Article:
"Shultz, who's now 96," Leonhardt continued, "told me that his hour of solitude was the only way he could find time to think about the strategic aspects of his job. Otherwise, he would be constantly pulled into moment-to-moment tactical issues, never able to focus on larger questions of the national interest. And the only way to do great work, in any field, is to find time to consider the larger questions."

So, that's your first step: carve out an hour each week to reflect on your business. And once a month and again each quarter, consider taking a more in-depth break from your day-to-day routine to give serious thought to your business.

- Ask the right questions

For the break you're taking to produce results, you have to ask the right questions. For the past 25 years, I have been teaching in the MBA program at the University of Toronto's Rotman School of Management. Recently, I spoke to a group of students about the steps to take to create a successful career. As part of that discussion, I suggested that each quarter these students need to ask themselves five questions about the past 90 days, using the acronym CLEAR: focusing on what they contributed to their employer; what they learned; what ideas they explored; the steps needed to advance their career prospects; and the new members of their network they reached out to.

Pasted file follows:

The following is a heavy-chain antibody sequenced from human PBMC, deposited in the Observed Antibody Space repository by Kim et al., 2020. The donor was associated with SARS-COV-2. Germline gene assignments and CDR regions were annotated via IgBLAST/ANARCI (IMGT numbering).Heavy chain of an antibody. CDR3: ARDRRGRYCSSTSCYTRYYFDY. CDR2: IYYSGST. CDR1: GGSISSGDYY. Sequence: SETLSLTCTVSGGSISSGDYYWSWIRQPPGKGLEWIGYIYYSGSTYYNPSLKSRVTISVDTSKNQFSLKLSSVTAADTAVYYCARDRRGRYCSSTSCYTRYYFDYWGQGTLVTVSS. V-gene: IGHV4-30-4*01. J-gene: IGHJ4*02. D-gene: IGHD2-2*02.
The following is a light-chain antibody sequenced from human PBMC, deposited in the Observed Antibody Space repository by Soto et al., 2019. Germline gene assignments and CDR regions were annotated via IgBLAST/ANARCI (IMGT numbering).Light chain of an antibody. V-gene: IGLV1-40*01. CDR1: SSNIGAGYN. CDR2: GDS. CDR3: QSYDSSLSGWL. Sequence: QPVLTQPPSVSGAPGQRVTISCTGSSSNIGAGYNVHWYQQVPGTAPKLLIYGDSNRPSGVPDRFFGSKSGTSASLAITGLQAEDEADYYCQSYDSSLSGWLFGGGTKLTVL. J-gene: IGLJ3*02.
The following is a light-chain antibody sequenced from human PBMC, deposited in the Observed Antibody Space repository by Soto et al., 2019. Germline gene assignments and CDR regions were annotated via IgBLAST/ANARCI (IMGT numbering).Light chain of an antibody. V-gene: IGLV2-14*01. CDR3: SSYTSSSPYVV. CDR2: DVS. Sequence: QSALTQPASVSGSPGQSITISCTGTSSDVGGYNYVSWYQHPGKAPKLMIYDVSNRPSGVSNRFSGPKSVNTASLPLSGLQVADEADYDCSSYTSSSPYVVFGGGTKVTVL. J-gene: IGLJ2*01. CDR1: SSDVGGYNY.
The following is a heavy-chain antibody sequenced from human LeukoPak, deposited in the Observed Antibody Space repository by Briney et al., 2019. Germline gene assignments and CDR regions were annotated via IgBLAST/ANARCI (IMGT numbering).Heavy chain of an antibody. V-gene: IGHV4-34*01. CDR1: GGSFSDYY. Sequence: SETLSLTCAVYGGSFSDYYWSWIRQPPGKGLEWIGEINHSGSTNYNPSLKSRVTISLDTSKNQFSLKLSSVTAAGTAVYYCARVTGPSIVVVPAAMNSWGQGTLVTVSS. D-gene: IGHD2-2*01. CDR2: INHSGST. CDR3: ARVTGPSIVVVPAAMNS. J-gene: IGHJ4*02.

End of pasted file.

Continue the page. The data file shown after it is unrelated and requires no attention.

When stepping back to reflect on your business, you can ask yourself similar questions about the past month or quarter:

- What did my team and I achieve?

- What new skills did we learn?

- What ideas did we explore?

- What did we do to expand our network?

- What did we do to position the business for the future?

Then, having looked backward, you can ask the same questions looking forward. Ask yourself, for the next month or the next quarter:

- What will my team and I achieve?

- What new skills will we learn?

- What ideas will we explore?

- What will we do to expand our network?

- What will I do to position our business for the future?

For the conclusions you emerge with to be truly effective, you need to engage your team in this process. Everyone on your team - not just you - needs to step back and reflect on your business.

- Build a support system to take action

So, you've taken the time to step back and think about your business and asked yourself the right questions. The final step is to put in place the support system to translate your answers to those questions into action.